It seems that ultrafine dust from laser printers and photocopiers does not contain toner particles
A pilot study was launched mid-2005 designed, amongst other things, to identify possible indications of links between emissions from laser printers and photocopiers and adverse health effects in exposed office workers. The study was conducted by the Institute for Indoor and Environmental Toxicology of Gießen University Clinic on behalf of the Federal Institute for Risk Assessment (BfR). Between January and October 2006 indoor air was measured in 63 offices and 69 of the people who worked there were examined. The study results for most of the technical indoor air and medical parameters did not attract attention. This applied to temperature, air humidity, volatile organic compounds, volatile organic individual substances, mould concentrations as well as to the allergic and inflammatory parameters of the test persons. However, the proportion of physical disorders which could not be explained medically was higher in the workers examined than in the control group. Some of the persons examined reacted hypersensitively to bronchial irritation. When the appliances were switched on, the contamination of the offices with fine and ultrafine dust increased considerably. It would seem that most of the ultrafine particles measured were not toner particles. This was the conclusion reached by scanning and transmission electron microscopy tests. "The pilot study does not provide any definitive answer as to whether the increase in this dust in the offices could have a health impact", commented BfR President Dr. Dr. Andreas Hensel. "Anyone who uses laser printers and photocopiers should reduce his exposure to fine and ultrafine dust". The Federal Institute for Occupational Safety and Health (BAuA) in Dortmund has published practical tips for employees as well as for employers.
BfR launched the study after doctors reported health disorders in patients who attributed them to the use of laser printers and photocopiers, mostly at the workplace. The main symptoms described were ocular irritation, disorders of the respiratory tract and pharyngeal mucosal irritation. Following coordination with the interest group of toner damage sufferers (ITG), the Director of the Institute for Indoor and Environmental Toxicology at Gießen University, Professor Dr. Volker Mersch-Sundermann, was asked to carry out the study. The human medical tests were conducted by Professor Caroline Herr at the Institute for Hygiene and Environmental Medicine at Gießen University.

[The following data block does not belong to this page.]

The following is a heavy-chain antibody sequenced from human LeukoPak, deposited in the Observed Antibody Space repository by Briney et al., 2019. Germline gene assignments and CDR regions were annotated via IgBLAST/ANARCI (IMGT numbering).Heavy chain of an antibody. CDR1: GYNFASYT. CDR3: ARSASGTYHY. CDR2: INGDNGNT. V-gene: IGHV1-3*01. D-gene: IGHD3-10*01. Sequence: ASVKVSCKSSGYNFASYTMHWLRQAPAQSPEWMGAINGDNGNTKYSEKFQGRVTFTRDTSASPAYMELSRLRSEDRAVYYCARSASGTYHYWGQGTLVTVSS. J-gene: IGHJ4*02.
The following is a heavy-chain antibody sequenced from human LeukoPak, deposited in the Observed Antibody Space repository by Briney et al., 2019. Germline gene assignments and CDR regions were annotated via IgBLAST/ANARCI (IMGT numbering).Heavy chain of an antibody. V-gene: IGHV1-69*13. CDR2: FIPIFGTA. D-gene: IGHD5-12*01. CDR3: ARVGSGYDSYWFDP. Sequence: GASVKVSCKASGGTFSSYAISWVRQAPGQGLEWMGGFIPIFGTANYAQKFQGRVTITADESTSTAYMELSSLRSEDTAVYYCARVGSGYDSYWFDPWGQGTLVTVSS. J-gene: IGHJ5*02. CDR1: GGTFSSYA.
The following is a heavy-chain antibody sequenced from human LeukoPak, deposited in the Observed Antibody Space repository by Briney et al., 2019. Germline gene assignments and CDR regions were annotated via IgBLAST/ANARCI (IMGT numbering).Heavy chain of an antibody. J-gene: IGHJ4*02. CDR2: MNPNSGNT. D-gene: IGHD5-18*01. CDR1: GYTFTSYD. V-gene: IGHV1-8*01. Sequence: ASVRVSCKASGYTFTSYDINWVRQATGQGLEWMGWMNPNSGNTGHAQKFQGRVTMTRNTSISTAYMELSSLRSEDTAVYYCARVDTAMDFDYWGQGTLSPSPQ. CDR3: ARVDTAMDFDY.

The study was designed as a feasibility study. It was to focus in particular on the following questions:
Are the study methods and design suitable for replying to the question in a scientifically sound manner?
Does the operation of laser printers and photocopiers influence indoor air quality?
Are there signs of an association between the emissions from the office equipment and adverse health effects/damage in the exposed office workers?
In the course of the study indoor air was measured in 63 offices in nine office buildings at four locations in Germany. Equipment emissions were measured whilst switched off, whilst switched on and during printing. 69 test persons were examined clinically and interviewed. BfR provided information on the intermediate results on its website. BfR passed on the draft final report for comments to various experts who discussed it today at BfR. The final version should be ready by the end of the year and, like the intermediate reports, will also be posted on the Internet. The following results of the pilot study can already be summarised:
As long as the group of test persons is sufficiently large, the methods and study design used seem to be suitable for providing sound scientific answers to the questions raised.
When the laser printers and photocopiers are switched on, the concentration of fine and ultrafine particles in the indoor air increases significantly. But the concentration of ultrafine particles then falls during printing. Apparently, most of these particles are not toner material. The exact composition of the particles has not yet been fully clarified.
Only weak associations can be established between the emissions from the office equipment and adverse health effects in office workers. Neither the inflammation parameters nor the sensitisation rates were higher in the persons examined than in the average population. The persons examined did, however, suffer on average more frequently from disorders which could be classified under the sick building syndrome like, for instance, irritative mucosal disorders.
At the present time, it is not possible to give a definitive answer to the question whether the emissions from office equipment can cause health disorders. BfR advises placing laser printers and photocopiers that are used frequently and to print a large volume of pages in separate rooms with good air circulation. The leaflet "Photocopiers and Printers in the Office" (in German) contains practical tips for individual precautionary measures. It is published by the Federal Institute for Occupational Safety and Health (BAuA) in Dortmund.